A man who denies murdering a father-of-one told gardaí that he had given away to a clothing collection company a pair of gloves that was found near the scene of the shooting and which contained firearms residue and his DNA, the Central Criminal Court has heard.
Wayne Cooney (31), who denies murdering Jordan Davis, also told gardaí that he was "sorry the man was killed, but you have the wrong person".
Gardaí asked Mr Cooney to account for the presence of the North Face gloves with his matching DNA at Belcamp Lane, a short distance from where Mr Davis was shot dead outside Our Lady Immaculate Church in Darndale. Mr Cooney said that he has owned and does own North Face clothing, including gloves, but that he believed the gloves in question were previously left out for a clothing collection company.
Mr Cooney, with an address at Glenshane Drive in Tallaght, has pleaded not guilty to the murder of Jordan Davis (22) at a lane-way beside Our Lady of Immaculate National School in Darndale in Dublin on May 22th, 2019. He has also pleaded not guilty to possessing a 9mm semi-automatic pistol and to possessing ammunition in circumstances that give rise to the reasonable inference that he did not have them for lawful purposes.
Detective Garda Neil Plunkett told Seoirse Ó Dúnlaing BL, for the prosecution, that he interviewed Mr Cooney at Coolock Garda Station on June 22, 2019. Gardaí invoked sections of the Criminal Justice Act 1984 which allow a jury to draw inferences if a person fails to answer questions or give explanations for their presence at certain locations.
Under the Act gardaí asked Mr Cooney to account for his alleged presence in Darndale in the days leading up to the shooting and at the time of the shooting and for his possession of a firearm and ammunition.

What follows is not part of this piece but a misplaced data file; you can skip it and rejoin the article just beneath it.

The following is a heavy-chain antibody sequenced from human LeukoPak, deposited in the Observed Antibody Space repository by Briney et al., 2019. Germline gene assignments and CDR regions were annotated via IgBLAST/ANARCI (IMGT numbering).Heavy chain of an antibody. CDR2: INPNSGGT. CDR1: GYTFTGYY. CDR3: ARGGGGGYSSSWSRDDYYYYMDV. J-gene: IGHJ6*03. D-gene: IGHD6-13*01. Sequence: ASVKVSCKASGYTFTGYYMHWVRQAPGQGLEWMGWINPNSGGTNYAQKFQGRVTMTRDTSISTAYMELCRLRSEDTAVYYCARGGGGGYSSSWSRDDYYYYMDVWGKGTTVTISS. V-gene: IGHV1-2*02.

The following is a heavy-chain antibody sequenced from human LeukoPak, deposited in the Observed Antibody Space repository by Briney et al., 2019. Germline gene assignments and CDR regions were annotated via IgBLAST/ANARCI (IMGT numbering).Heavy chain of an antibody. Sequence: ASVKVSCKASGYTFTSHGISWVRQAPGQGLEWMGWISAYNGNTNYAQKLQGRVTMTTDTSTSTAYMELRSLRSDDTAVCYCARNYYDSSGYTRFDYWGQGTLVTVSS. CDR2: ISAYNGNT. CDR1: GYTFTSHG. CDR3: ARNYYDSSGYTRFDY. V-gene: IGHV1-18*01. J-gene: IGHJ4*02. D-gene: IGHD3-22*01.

He denied that he was in the area at the time or that he was in possession of a firearm or ammunition. He also denied that he was the person on a bicycle seen in the Darndale area in the days leading up to the shooting and denied that he was the person on a bicycle captured on CCTV cycling up behind and shooting Mr Davis. He said that he noted the bicycle had been forensically examined and his DNA was not found.
He said that a garda who had identified him on CCTV footage was "wrong". "That is not me in the CCTV. I'm innocent," he said. He later told gardai: "I would never do that. I'm sorry the man was killed, but you have the wrong person."
Detective Garda Jeanette O'Neill of the Garda Technical Bureau's ballistics section also told the trial that she found nine spent bullet cartridges and two bullet casings on the lane and on the school grounds beside where Mr Davis's body was discovered.
Detective Garda Mark Collander told Mr Ó Dúnlaing that he examined the cartridges under a microscope and determined that they had been discharged from a "Glock type semi-automatic pistol". The bullets used would have been 9mm calibre, he said.
The trial continues in front of Mr Justice Tony Hunt and a jury of eight men and four women.